6.  Activists said that the water was dangerous and the city should go back to its old arrangement with Detroit. The city hired an expert who claimed the water was safe. More work was done to fix the problem, but the City Council voted to re-connect to the Detroit system, and Lake Huron water. However, the vote had to be approved by the State’s emergency manager for the city. He didn’t approve it. The advocates for going back to Detroit water sued in Federal court, and lost.

7.  This mess  dragged into last fall. In September of 2015, researchers from Virginia Tech University reported online that their testing of Flint’s water found it “very corrosive” and that it was “causing lead contamination in homes.”  “On a scientific basis, Flint River water leaches more lead from plumbing than does Detroit water,” the report concluded. “This is creating a public health threat in some Flint homes that have lead pipe or lead solder.” The very same day, Michigan told Flint that the earlier chemical contamination had fallen within acceptable levels due to improved treatment methods, and the water was officially compliant with all standards, and safe.

8. Later that month, however, testing showed frightening levels of lead in the blood of Flint infants and children. A new lead warning was sent to Flint residents.

9. In October, 2015, the County issued a warning that Flint’s water was dangerous, and asked the Governor to declare a State of Emergency. The next day, Governor Rick Snyder announced various measures to address the problem.

10. Again, the city, this time through a special advisory committee, recommended that Flint switch back to the Detroit supply. On October 8, Snyder announced a multi-million dollar plan to reconnect Flint to Detroit’s water.  A week later, the Michigan Legislature and Snyder approved  $9.4 million in aid to Flint, including $6 million to  switch its drinking water back to Detroit.

11. Thanks to the water problem, Walling was defeated in his race to be re-elected as mayor  by Karen Weaver. The switch didn’t stop the lead problem, because the corrosive water had prompted a deterioration in Flint’s lead pipes. It took a the entire holiday period for this to become sufficiently obvious, for some reason, as many residents drank lead-contaminated water they had been told was now safe.

12. Shortly after Christmas, Snyder fired Department of Environmental Quality Director Dan Wyant and apologized for what was happening in Flint. He declared a state of emergency.

13. On January 13, Governor Snyder activated the Michigan National Guard to  distribute bottled water and filters in Flint, and asked the federal government for assistance.  The same day, Michigan health officials reported an increase in Legionnaires’ disease cases during periods over the past two years in Flint and the surrounding county. Snyder requested a major disaster declaration from President Obama, and more federal aid. Obama signed an emergency declaration last week, ordering federal aid for Flint and authorizing the Federal Emergency Management Agency and the Department of Homeland Security to coordinate relief efforts.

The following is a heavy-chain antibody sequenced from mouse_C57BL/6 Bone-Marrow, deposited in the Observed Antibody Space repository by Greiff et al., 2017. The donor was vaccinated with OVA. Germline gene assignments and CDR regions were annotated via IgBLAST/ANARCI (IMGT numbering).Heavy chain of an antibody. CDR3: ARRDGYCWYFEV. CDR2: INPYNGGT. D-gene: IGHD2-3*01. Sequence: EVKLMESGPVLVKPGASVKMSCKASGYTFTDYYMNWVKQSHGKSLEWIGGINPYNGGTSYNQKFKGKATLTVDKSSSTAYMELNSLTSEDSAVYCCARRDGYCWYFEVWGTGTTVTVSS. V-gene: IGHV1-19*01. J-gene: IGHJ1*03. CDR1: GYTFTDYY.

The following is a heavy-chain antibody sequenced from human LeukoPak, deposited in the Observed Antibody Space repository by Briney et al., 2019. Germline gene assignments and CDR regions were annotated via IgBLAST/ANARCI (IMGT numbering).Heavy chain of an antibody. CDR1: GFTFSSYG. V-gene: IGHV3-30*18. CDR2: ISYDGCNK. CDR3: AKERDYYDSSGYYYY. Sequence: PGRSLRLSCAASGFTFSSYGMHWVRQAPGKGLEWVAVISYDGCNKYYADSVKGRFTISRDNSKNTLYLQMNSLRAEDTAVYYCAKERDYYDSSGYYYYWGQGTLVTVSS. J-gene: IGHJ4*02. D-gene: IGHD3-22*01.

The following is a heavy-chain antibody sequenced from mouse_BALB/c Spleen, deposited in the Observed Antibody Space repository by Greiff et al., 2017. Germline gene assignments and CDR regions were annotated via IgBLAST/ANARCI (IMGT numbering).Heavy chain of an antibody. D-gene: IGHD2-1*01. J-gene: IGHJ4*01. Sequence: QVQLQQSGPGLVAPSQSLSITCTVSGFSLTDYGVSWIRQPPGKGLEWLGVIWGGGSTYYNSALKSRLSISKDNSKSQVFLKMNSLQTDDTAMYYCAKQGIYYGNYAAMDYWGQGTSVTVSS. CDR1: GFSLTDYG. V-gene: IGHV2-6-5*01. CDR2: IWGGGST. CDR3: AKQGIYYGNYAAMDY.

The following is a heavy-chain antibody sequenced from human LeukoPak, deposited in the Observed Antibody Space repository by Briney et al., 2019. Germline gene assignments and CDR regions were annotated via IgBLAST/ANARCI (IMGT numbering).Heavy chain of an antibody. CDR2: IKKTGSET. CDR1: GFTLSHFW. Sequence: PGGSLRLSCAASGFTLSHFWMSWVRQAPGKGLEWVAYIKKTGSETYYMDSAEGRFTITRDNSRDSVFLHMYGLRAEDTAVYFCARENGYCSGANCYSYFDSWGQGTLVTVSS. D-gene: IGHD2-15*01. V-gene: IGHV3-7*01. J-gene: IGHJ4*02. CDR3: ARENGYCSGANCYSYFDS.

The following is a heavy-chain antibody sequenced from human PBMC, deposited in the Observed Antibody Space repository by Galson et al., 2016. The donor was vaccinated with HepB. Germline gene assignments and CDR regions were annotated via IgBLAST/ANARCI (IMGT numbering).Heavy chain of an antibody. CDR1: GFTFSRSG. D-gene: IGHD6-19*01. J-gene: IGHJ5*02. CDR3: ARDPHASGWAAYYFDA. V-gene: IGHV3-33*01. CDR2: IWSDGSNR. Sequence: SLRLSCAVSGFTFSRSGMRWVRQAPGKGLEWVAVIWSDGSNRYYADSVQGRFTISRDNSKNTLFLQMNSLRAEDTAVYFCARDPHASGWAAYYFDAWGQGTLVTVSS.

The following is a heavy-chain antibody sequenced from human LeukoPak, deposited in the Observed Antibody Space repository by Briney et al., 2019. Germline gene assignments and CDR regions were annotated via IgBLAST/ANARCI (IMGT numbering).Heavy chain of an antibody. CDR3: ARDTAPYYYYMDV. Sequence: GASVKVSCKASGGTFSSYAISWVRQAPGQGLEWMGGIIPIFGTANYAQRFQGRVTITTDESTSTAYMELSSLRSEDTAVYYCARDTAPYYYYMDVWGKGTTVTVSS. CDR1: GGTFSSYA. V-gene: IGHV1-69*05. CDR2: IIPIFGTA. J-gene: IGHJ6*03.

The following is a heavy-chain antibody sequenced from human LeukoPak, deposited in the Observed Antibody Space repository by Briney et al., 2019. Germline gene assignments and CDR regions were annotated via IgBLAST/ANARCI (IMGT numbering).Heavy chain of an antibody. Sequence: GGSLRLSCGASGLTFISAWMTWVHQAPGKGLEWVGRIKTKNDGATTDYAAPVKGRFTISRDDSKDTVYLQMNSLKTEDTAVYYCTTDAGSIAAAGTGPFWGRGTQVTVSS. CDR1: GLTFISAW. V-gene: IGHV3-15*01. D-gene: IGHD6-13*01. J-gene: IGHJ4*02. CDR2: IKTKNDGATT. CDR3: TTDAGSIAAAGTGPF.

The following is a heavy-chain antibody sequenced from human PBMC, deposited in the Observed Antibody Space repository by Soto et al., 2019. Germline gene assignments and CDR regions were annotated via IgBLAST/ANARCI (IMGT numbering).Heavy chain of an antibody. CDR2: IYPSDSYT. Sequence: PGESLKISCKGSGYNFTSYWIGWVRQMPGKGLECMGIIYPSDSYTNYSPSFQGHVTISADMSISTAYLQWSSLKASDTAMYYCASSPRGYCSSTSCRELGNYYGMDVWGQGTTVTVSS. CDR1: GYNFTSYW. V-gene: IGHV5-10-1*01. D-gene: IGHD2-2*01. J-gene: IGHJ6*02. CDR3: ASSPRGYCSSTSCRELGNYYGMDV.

Why doesn’t everybody know about this? Continue reading

Ethics Quiz: Hair, Rules, School, and the Cancer Survivor

"I think this has gone far enough, son."

I’m really not picking on the schools, though I’m sure it looks that way. There have just been a wave of strange controversies lately in the halls of academe….like the travails of  J.T. Gaskins, 17, who is fighting with his charter school near Flint, Michigan.

J.T. is a model student; in fact, he was honored on his high school’s “Wall of Fame” for perfect behavior. But he’s doing his school work from home these days after being suspended by the school governing board of Madison Academy in Burton, Michigan. The reason:  the length of his hair. J.T. is a leukemia survivor, and he decided over the holidays to grow out his hair, cut it all off and give it to a non-profit group called Locks of Love, which donates hairpieces to kids undergoing cancer treatments. He was inspired to get growing after learning that the sister of a family friend had cancer.

Gaskins’ long hair is violating school policy, however, and he was told to cut it, or go home. So home he went. “I fought cancer my entire life. I’m going to keep fighting this,” he said. “I’m not going to not give back just because my school says no.” Continue reading